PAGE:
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Book review: Under The Wide and Starry Sky by Nancy Horan

If you’re looking for an epic love story filled with adventure that takes in Europe, North America and Polynesia along the way, and that has at its heart a real couple, Under the Wide and Starry Sky could be just the book for you. If you’re a fan of Robert Louis Stevenson’s poetry or prose, even better, because this is Nancy Horan’s brilliant fictionalisation of his meeting and subsequent marriage to Fanny van de Grift.

At the age of thirty-five, Fanny van de Grift Osbourne has left her philandering husband in San Francisco to set sail for Belgium to study art, with her three children and nanny in tow. Not long after her arrival, however, tragedy strikes, and Fanny and her brood repair to a quiet artists’ colony in France where she can recuperate. There she meets Robert Louis Stevenson, ten years her junior, who is instantly smitten with the earthy, independent, and opinionated belle Americaine.

A woman ahead of her time, Fanny does not immediately take to the young lawyer who longs to devote his life to literature rather than the law – and who would eventually write such classics as Treasure Island and The Strange Case of Dr. Jekyll and Mr. Hyde. In time, though, she succumbs to Stevenson’s charms, and the two begin a fierce love affair – marked by intense joy and harrowing darkness that spans decades as they travel the world for the sake of his health following their art and dreams eventually settling in Samoa where Robert Louis Stevenson is buried, with these words on his grave:

Under the wide and starry sky,
Dig the grave and let me lie.
Glad did I live and gladly die,
And I laid me down with a will.

This be the verse you grave for me:
Here he lies where he longed to be;
Home is the sailor, home from sea,
And the hunter home from the hill.

(Requiem, Robert Louis Stevenson)

The first thing that struck me on reading Under the Wide and Starry Sky was how well Robert Louis Stevenson and Fanny van de Grift are brought alive on the page. They are both larger than life characters – Fanny had to be to be any kind of match for Robert – but Nancy Horan not only seems to have found their voices in the pages of their diaries and letters she used in her research but she’s been able to capture the essence of those and channel them into Under a Wide and Starry Sky by writing situations, conversation and behaviour that all seem to hold true.

She gives Fanny her fair share of space in the book, too, which is only right and proper. Fanny was a remarkable woman: a pioneer not only in spirit but more importantly in action, and ahead of her time. She’s a bold, strong woman, who has left the security of (admittedly, a bad) marriage to drag herself and her children across the Atlantic to Europe in pursuit of her artistic ambitions. It’s a brilliantly daring thing to do, and you have to admire her for it. But while she may seem impetuous and wilful, this doesn’t mean she’s easily won over by Robert Louis Stevenson and it’s interesting to see how he’s the one to pursue her, and has to work hard to convince her that they should be together. Of course, even when they do come together, theirs was never going to be an easy partnership; they have real obstacles to overcome and the life of two creatives trying to make a living was never going to be easy, even before you add in the health problems that dog them.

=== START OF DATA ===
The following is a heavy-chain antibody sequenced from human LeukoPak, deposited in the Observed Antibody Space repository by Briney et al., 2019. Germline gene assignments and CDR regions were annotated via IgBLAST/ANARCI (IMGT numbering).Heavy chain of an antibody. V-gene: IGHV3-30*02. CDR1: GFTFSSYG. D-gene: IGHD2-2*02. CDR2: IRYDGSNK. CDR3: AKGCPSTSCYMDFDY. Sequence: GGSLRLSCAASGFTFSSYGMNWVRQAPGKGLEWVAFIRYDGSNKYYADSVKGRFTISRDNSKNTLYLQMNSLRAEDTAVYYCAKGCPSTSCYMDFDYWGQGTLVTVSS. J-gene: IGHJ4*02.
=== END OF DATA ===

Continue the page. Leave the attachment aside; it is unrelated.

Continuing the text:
It is at all times a battle of two very strong wills, but theirs is always an intense and passionate love affair, both intellectually and emotionally, to the end. Nancy Horan has done a wonderful job of capturing the spirit, liveliness and passion of Robert Louis Stevenson and Fanny van de Grift, and brought them back to life for us within the pages of Under the Wide and Starry Sky. Which is no mean feat when the world they travelled across in search of a place to rest, a place to call home, never seemed big enough to contain them even under that wide and starry sky.

Under the Wide and Starry Sky by Nancy Horan is published by Two Roads, an imprint of Hodder and Stoughton. It’s available in hardback and paperback and as an ebook and audiobook from Amazon UK, Audible UK (audio download) Foyles, Hive (supporting your local independent bookshop) and Waterstones. For more information and updates on the author and her books, check out her Author Website or Facebook Page. There’s also a Pinterest board with more photos of Robert Louis Stevenson and his wife Fanny here. I originally received a copy of this book for review from the publisher through NetGalley but have since bought copies of it for myself and friends, and for the giveaway below.

I have one copy of Under the Wide and Starry Sky to give away. Leave a comment below with a valid email address so I can contact you and I’ll pick a winner at 5pm on 9 December.

Comments

Lorraine Hossington
Reply

I never knew this about Stevenson and Fanny. It sounds a really interesting love story. And what a bold woman she must have been for her time.

kath
Reply

I didn’t either. I’d read his poetry and his books but knew very little about his private life. She was quite something. I’d love to have been able to meet both of them but as that’s not possible this book might be the next best thing.

Cat Hughes
Reply

Oh wow! I hadn’t heard about this book and am adding this one to the TBB (To Be Bought as opposed to To Be Read!)

kath
Reply

I don’t think I would have done either unless I’d caught wind of it on Twitter. And it is marvellous. I’m so glad it didn’t pass me by.

kath
Reply

Congratulations to Lorraine for winning the copy of Under the Wide and Starry Sky! Hope you enjoy reading it as much as I did.

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